The Israeli team — when and if the talks are resumed — will be led now by the new ambassador to Washington, former Likud Knesset member Eliahu Ben-Elissar, who replaced the former Labor-appointed ambassador, Itamar Rabinovich.

Netanyahu’s same strategy of stressing the desire in principle to negotiate while maintaining a cautious approach regarding the substance of those talks was also clearly discernible this week on the Palestinian track.

During his 12 hours in Washington on Monday, Netanyahu met with Clinton, Secretary of State Warren Christopher and Secretary of Defense William Perry.

U.S. officials speaking on the condition of anonymity said Netanyahu touted his government’s recent moves, including his own meeting last week with Palestinian Authority leader Yasser Arafat, and highlighted that Israeli and Palestinian teams of negotiators resumed face-to-face meetings this week for the first time since his May election.

Christopher joined with Clinton in delivering to Netanyahu the message that the United States wants to see progress on the Palestinian track — particularly a quick resolution to the long-delayed turnover of most of the West Bank town of Hebron to the Palestinians.

The redeployment, originally scheduled for late March, was postponed indefinitely by the previous Labor government after a series of Hamas suicide bombings in Israel.

Palestinians have looked to implementation of the redeployment as a test of goodwill by the Netanyahu government regarding the peace process.

But, after the Netanyahu’s breakthrough meeting with Arafat at the Israel-Gaza border, momentum slowed on the Palestinian track.

Monday’s meeting of the Israeli-Palestinian Joint Steering and Monitoring Committee was largely procedural, with the two sides only agreeing on the shape of their future agenda.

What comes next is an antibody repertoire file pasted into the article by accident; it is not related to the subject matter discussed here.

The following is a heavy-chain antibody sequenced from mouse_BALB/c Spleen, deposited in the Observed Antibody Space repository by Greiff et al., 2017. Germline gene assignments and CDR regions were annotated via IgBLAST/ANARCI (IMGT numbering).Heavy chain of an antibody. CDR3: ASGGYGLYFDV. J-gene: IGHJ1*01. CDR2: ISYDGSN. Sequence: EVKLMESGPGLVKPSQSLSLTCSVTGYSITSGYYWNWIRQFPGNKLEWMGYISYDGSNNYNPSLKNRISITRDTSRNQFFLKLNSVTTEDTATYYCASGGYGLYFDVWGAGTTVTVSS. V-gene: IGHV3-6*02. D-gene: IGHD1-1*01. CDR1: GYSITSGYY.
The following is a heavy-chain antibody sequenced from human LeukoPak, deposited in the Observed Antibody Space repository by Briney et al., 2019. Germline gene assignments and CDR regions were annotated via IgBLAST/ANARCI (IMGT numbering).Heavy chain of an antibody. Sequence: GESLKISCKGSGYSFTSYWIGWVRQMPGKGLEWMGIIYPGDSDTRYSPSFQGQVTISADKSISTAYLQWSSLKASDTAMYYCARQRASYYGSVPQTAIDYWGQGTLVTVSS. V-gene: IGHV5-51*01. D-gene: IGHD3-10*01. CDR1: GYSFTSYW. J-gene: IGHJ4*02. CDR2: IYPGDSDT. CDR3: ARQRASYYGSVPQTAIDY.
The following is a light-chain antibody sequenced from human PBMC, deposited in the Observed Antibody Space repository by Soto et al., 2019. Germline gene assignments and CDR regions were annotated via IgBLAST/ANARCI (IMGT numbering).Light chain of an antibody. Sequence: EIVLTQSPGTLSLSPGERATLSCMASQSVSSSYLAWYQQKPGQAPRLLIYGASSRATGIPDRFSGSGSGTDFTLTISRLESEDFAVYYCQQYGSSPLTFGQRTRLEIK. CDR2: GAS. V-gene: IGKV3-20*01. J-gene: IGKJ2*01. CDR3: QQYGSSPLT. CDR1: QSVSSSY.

Palestinian leaders voiced disappointment after the session, charging that the Israeli team, under former Israel Defense Force Chief of Staff Dan Shomron, had no real mandate to negotiate.

In reality, the Palestinian track probably will remain in limbo until after the Jewish holidays, which end in a month.

Some Israeli political observers say the real crunch will come even later – – after the American presidential election.

If Clinton is re-elected, these observers predict, he will launch a vigorous effort to breathe new life into the Palestinian self-rule accords and to get the talks with Syria to focus on substance.

That will be the moment, say these observers, when Netanyahu’s winning way with words will no longer suffice and he will have to become more specific in his policies.

Yoel Markus, a columnist for the Israeli daily Ha’aretz, wrote Tuesday that at the end of the day, Netanyahu’s chief concern would be to “succeed, succeed and succeed.”

To succeed, that is, in his present term of office and thus to succeed in winning a second four years.

At the moment, Markus wrote, Netanyahu seems to be all things to all men, scattering contradictory and unattainable promises.

“But no one knows better than he that war or terrorism, brought on by diplomatic deep-freeze with the Palestinians and the Syrians, will be considered a dire failure and will destroy him in the eyes of the electorate.

“Do not belittle the power of [his] ambition,” Markus urged his readers. “And, above all, don’t make him out an idiot.”